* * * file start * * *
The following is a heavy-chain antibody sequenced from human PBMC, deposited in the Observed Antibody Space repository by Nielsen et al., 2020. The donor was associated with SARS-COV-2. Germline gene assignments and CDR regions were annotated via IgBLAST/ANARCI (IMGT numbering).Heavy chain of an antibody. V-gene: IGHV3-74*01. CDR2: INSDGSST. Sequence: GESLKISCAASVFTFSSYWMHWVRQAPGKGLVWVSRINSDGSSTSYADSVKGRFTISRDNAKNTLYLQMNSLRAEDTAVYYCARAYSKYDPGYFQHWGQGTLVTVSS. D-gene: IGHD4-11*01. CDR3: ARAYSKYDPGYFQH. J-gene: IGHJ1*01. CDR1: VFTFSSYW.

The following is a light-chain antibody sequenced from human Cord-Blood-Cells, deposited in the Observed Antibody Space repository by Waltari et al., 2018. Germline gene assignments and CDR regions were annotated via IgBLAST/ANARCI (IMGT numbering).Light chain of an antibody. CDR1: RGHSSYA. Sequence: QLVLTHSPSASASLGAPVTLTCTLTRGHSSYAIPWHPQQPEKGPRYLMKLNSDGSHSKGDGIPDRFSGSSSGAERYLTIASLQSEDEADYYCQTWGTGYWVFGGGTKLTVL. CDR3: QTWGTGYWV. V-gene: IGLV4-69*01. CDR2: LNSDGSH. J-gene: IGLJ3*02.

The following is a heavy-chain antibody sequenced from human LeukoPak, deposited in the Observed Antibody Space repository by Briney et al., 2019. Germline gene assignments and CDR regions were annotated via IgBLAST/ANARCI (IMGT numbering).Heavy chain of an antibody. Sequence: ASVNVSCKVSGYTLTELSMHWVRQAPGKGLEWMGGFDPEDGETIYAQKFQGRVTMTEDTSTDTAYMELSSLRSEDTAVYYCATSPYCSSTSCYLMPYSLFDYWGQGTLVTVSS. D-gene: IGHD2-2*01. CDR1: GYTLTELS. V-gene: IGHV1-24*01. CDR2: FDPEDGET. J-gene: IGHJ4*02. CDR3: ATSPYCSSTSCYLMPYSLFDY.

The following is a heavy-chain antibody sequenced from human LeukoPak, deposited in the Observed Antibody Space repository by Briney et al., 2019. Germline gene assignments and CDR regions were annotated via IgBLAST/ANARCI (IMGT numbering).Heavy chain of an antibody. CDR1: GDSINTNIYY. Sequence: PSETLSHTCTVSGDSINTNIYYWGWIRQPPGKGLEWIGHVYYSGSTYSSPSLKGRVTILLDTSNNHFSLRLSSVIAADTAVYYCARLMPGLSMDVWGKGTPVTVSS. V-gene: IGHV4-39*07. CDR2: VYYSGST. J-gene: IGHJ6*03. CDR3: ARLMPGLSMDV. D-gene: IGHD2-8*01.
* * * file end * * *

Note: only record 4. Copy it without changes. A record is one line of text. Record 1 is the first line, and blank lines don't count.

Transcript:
The following is a heavy-chain antibody sequenced from human LeukoPak, deposited in the Observed Antibody Space repository by Briney et al., 2019. Germline gene assignments and CDR regions were annotated via IgBLAST/ANARCI (IMGT numbering).Heavy chain of an antibody. CDR1: GDSINTNIYY. Sequence: PSETLSHTCTVSGDSINTNIYYWGWIRQPPGKGLEWIGHVYYSGSTYSSPSLKGRVTILLDTSNNHFSLRLSSVIAADTAVYYCARLMPGLSMDVWGKGTPVTVSS. V-gene: IGHV4-39*07. CDR2: VYYSGST. J-gene: IGHJ6*03. CDR3: ARLMPGLSMDV. D-gene: IGHD2-8*01.